Accounting for corporate finance: key concepts: financial instrument, financial assets, financial liabilities
Meaning of financial instrument, financial asset and financial liability
IAS 32/39 introduced the concept of a ‘financial instrument’. This concept was mirrored in FRS 25/26 under Old UK GAAP. It is now also incorporated in New UK GAAP through FRS 101 (via IAS 32/39) and FRS 102. In each case the definition is similar.
A ‘financial instrument’ is defined as any ‘contract’ that gives rise to both a ‘financial asset’ of one entity and a ‘financial liability’ or ‘equity instrument’ of another entity.
The meaning of a contract in this context is discussed at CFM21080.
In very broad terms, financial assets will, or will likely, lead to a company receiving cash in the future. Financial liabilities will, or will likely, lead to a company paying out cash in the future. But the cash may be received, or paid, via a whole chain of contractual rights or obligations. For example, a company may hold an option to acquire a convertible bond that can be converted into shares that can be sold for cash. So the definitions of financial asset and financial liability in IAS 32 and its equivalent, section 22 of FRS 102, are in general terms.
Examples of financial assets and financial liabilities are at CFM21070.
Common examples of financial assets representing a contractual right to receive cash in the future and corresponding financial liabilities representing a contractual obligation to deliver cash in the future are:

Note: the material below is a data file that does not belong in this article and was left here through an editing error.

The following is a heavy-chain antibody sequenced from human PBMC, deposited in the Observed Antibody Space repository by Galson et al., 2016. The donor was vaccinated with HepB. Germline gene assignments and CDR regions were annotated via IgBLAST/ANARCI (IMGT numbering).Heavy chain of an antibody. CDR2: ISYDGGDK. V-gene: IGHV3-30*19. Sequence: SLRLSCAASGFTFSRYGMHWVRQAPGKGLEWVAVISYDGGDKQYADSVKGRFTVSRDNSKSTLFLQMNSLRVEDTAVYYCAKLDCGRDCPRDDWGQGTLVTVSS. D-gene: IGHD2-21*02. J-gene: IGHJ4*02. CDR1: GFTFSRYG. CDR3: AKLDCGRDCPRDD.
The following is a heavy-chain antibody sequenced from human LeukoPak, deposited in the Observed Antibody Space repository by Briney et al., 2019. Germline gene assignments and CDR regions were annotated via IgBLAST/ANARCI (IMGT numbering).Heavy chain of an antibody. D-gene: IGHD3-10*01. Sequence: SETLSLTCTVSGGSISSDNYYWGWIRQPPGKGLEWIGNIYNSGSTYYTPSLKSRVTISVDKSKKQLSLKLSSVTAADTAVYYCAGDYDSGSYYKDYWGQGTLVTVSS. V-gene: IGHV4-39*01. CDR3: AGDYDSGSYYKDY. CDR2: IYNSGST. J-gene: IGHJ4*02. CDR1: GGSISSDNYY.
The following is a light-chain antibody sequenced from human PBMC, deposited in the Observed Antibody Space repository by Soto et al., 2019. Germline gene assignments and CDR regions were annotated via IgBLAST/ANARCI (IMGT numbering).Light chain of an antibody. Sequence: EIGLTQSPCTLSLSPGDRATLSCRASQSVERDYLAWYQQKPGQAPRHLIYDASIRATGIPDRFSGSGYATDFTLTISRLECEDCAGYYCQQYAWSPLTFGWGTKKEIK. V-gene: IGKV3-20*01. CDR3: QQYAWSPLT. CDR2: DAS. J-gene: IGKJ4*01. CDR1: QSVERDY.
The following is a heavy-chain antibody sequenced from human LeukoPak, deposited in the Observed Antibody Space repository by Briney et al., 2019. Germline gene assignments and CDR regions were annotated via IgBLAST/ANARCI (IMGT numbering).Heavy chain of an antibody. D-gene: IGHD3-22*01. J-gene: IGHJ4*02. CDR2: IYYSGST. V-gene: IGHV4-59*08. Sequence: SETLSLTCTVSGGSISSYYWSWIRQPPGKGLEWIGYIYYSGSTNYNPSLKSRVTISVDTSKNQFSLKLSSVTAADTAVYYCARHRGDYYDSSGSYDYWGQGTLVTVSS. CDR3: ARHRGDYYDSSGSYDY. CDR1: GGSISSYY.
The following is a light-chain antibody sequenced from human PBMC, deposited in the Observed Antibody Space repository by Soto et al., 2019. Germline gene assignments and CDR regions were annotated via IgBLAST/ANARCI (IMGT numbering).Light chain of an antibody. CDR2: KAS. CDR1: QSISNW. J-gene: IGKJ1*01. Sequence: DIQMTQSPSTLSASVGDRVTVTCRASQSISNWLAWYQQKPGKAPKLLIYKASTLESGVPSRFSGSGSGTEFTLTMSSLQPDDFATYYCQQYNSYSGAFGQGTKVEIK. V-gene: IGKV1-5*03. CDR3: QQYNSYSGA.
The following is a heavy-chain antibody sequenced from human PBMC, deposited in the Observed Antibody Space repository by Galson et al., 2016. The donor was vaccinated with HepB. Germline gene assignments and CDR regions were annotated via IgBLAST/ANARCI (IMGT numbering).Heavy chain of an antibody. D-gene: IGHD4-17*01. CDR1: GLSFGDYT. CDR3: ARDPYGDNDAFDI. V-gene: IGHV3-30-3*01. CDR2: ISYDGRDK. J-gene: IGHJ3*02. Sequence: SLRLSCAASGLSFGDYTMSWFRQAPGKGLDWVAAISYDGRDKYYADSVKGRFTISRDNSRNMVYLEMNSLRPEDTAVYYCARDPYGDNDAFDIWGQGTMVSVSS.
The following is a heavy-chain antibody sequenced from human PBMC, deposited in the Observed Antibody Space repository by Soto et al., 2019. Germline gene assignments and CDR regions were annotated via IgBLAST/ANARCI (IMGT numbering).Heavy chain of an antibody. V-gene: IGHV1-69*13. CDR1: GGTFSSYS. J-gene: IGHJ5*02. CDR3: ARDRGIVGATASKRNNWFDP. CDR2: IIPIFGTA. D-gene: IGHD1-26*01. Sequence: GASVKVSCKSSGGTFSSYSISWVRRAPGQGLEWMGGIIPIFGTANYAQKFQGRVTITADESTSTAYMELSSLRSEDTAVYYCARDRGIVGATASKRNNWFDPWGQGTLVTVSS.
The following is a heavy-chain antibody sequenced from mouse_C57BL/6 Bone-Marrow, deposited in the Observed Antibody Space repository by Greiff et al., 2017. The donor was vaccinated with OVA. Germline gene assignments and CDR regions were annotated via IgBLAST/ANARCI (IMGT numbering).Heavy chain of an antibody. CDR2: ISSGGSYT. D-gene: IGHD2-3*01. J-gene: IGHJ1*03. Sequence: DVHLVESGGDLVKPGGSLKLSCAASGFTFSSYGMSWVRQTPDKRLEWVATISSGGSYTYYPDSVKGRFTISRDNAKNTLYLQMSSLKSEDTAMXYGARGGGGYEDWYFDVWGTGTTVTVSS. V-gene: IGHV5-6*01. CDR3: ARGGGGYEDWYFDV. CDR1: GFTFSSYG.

- trade receivables and payables;
- accounts, notes and loans receivable and payable;
- bonds and other debt instruments held or issued.
In each case, one party’s contractual right to receive (or obligation to pay) cash is matched by the other party’s corresponding obligation to pay (or right to receive), meaning that each case is an example of a financial instrument.
The meaning of equity instrumentis discussed at CFM21100.
A derivativeis a particular type of financial instrument whose value changes in response to changes in the value of some underlying subject matter. At any given time, a derivative may be either a financial asset or a financial liability of a company. There is more about derivatives at CFM24200
Most derivatives stand alone. But some financial instruments (for example a convertible bond held by a company) are ‘hybrid instruments’ that combine a non-derivative ‘host contract’ with an ‘embedded derivative’. There is more about embedded derivatives at CFM25030.